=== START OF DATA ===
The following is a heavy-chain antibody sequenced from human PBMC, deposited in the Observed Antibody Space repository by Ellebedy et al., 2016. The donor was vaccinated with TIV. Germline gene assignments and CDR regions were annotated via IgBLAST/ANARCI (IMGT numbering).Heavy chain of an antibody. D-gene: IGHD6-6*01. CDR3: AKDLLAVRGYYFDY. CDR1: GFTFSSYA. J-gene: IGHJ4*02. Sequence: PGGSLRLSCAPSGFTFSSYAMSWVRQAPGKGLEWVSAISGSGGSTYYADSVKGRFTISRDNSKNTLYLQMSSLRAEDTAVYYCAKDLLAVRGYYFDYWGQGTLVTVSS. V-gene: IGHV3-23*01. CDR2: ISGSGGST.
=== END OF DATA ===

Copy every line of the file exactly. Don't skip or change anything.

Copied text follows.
The following is a heavy-chain antibody sequenced from human PBMC, deposited in the Observed Antibody Space repository by Ellebedy et al., 2016. The donor was vaccinated with TIV. Germline gene assignments and CDR regions were annotated via IgBLAST/ANARCI (IMGT numbering).Heavy chain of an antibody. D-gene: IGHD6-6*01. CDR3: AKDLLAVRGYYFDY. CDR1: GFTFSSYA. J-gene: IGHJ4*02. Sequence: PGGSLRLSCAPSGFTFSSYAMSWVRQAPGKGLEWVSAISGSGGSTYYADSVKGRFTISRDNSKNTLYLQMSSLRAEDTAVYYCAKDLLAVRGYYFDYWGQGTLVTVSS. V-gene: IGHV3-23*01. CDR2: ISGSGGST.